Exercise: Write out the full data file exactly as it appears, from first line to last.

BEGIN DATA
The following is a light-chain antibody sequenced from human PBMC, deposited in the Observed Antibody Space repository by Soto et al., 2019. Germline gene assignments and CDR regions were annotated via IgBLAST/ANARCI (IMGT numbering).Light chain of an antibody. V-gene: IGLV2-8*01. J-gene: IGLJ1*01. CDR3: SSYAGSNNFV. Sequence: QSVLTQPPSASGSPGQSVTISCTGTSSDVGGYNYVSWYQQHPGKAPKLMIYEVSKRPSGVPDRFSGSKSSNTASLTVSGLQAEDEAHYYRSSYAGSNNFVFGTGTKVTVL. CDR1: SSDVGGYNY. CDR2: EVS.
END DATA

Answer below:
The following is a light-chain antibody sequenced from human PBMC, deposited in the Observed Antibody Space repository by Soto et al., 2019. Germline gene assignments and CDR regions were annotated via IgBLAST/ANARCI (IMGT numbering).Light chain of an antibody. V-gene: IGLV2-8*01. J-gene: IGLJ1*01. CDR3: SSYAGSNNFV. Sequence: QSVLTQPPSASGSPGQSVTISCTGTSSDVGGYNYVSWYQQHPGKAPKLMIYEVSKRPSGVPDRFSGSKSSNTASLTVSGLQAEDEAHYYRSSYAGSNNFVFGTGTKVTVL. CDR1: SSDVGGYNY. CDR2: EVS.